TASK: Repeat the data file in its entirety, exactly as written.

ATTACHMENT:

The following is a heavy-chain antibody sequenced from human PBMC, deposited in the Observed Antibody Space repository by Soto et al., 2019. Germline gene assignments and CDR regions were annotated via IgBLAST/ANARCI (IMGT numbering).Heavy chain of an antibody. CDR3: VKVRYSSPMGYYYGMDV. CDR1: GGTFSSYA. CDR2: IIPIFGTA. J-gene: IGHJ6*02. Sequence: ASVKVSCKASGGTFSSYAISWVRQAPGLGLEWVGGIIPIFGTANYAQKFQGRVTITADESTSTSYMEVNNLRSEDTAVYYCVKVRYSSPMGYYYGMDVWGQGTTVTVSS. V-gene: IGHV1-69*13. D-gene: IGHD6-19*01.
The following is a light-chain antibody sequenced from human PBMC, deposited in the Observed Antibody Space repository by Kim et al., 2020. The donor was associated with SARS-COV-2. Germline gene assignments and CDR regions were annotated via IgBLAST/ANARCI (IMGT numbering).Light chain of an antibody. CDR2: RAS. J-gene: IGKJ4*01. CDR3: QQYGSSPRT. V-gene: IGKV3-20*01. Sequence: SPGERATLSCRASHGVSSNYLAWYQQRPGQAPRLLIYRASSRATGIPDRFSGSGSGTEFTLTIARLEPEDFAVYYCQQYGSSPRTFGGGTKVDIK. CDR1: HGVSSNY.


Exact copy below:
The following is a heavy-chain antibody sequenced from human PBMC, deposited in the Observed Antibody Space repository by Soto et al., 2019. Germline gene assignments and CDR regions were annotated via IgBLAST/ANARCI (IMGT numbering).Heavy chain of an antibody. CDR3: VKVRYSSPMGYYYGMDV. CDR1: GGTFSSYA. CDR2: IIPIFGTA. J-gene: IGHJ6*02. Sequence: ASVKVSCKASGGTFSSYAISWVRQAPGLGLEWVGGIIPIFGTANYAQKFQGRVTITADESTSTSYMEVNNLRSEDTAVYYCVKVRYSSPMGYYYGMDVWGQGTTVTVSS. V-gene: IGHV1-69*13. D-gene: IGHD6-19*01.
The following is a light-chain antibody sequenced from human PBMC, deposited in the Observed Antibody Space repository by Kim et al., 2020. The donor was associated with SARS-COV-2. Germline gene assignments and CDR regions were annotated via IgBLAST/ANARCI (IMGT numbering).Light chain of an antibody. CDR2: RAS. J-gene: IGKJ4*01. CDR3: QQYGSSPRT. V-gene: IGKV3-20*01. Sequence: SPGERATLSCRASHGVSSNYLAWYQQRPGQAPRLLIYRASSRATGIPDRFSGSGSGTEFTLTIARLEPEDFAVYYCQQYGSSPRTFGGGTKVDIK. CDR1: HGVSSNY.